Sheffield's women's war work, 1914-1918

Kaela O'Reilly, Gabby Clark & Caitlin Russell

The British army saw an expansion from 350,000 to 3,500,000 between 1914 and 1917 [1]. To address the lack of men in the work force on the home front caused by this mobilisation, the women of Britain stepped forward to help out with the war effort.

Before the outbreak of war, women were fiercely campaigning for the right to vote. However most campaigning – especially the militant campaigning of the Suffragettes – was put on hold when war broke out. Emmeline Pankhurst transformed the WSPU’s campaign into one that appealed for war work using slogans such as: ‘For men must fight and women must work’ and ‘Shell’s made by a wife may save her husband’s life’.[2]

In 1914 the world was a man’s world and women not only in Sheffield, but nationally were confined to the domestic sphere. Separate spheres was an ideology that suggested a man should earn the family’s keep and the women should be at home looking after the children and doing the house work.

This photograph shows the first  female tram conductor, Mrs Gladys M. Piggott, who was from Sheffield. She was important because the role as a tram conductor was a big move towards women escaping the domestic sphere. It is evidence that Sheffield was part of the national change of women’s roles throughout the war and that women were part of a huge contribution to the war effort.

Mrs Glady M.Piggott

Women also worked in munitions production. With around about 52,000 Sheffield men gone from the city to fight,[4]  Thomas Firth and Son’s steel manufacturers employed over 15,000 women alone. Firth’s National Projectile Factory in Sheffield during WWI concentrated on the production of munitions.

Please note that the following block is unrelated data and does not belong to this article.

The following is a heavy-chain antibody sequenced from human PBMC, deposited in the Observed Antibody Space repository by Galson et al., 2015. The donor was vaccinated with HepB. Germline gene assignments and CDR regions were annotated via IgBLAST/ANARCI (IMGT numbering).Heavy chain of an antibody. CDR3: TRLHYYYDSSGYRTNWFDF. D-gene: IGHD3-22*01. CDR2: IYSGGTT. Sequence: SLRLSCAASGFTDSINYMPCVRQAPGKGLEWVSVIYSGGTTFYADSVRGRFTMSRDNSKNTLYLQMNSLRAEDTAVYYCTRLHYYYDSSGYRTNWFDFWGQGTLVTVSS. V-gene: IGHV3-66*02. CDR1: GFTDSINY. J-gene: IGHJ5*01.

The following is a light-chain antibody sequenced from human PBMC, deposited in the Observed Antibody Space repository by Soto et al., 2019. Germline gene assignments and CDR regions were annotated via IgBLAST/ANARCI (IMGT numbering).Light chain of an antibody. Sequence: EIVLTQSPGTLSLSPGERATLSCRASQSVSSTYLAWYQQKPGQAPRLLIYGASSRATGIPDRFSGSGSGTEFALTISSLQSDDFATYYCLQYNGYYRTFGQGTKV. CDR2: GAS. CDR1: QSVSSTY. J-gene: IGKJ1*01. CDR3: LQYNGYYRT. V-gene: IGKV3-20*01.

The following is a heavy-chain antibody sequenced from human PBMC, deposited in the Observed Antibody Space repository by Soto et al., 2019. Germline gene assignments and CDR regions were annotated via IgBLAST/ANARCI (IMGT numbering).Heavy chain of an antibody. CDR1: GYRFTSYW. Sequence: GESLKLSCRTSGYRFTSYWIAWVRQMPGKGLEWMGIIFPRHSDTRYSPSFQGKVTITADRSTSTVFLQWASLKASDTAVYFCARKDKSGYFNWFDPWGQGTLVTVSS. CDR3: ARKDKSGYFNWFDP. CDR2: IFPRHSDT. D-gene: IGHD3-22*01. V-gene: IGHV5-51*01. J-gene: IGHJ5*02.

Historian George Robb suggested that the ‘actual experience of war made forcing gender roles more difficult’ because women  like Mrs Gladys M. Piggott had to step up and take part in the war effort at home . And it tells us that there were many others like her across the country that were prepared to take up men’s jobs. Robb implies that Mrs Gladys M. Piggott took part in a national scale of social change through the ‘release from all manner of stuffy Victorian customs’. This shows it was a big moment in the change of a women’s place in society. But this did not all happen that smoothly: ‘At first there was reluctance to take women away from their homes and at first in 1914’. Susan R Grayzel has suggested that the war ‘produced multiple and contradictory effects: simultaneously granting suffrage and depriving women of their loved ones or offering access to professions without access to equal wages.’[6]

There was public hostility towards woman working in “men’s jobs”, such as in factories and driving trams. Robb also suggests many women were told to ‘go home and sit still’ and submit to the pre-war view that women should be confined to the four walls of their home. ‘Every woman’s weekly and woman’s own published war recipes and military sewing patterns’, he writes, ‘but urged women not to be seduced into ‘inappropriate’ war work.’ The government only allowed woman to be employed in “men’s jobs” under the condition that as soon as the war ended, the women would give  servicemen back their jobs .[3]  There was a myth that women could not carry out the same jobs to the same standard as the men and as a result they were paid less.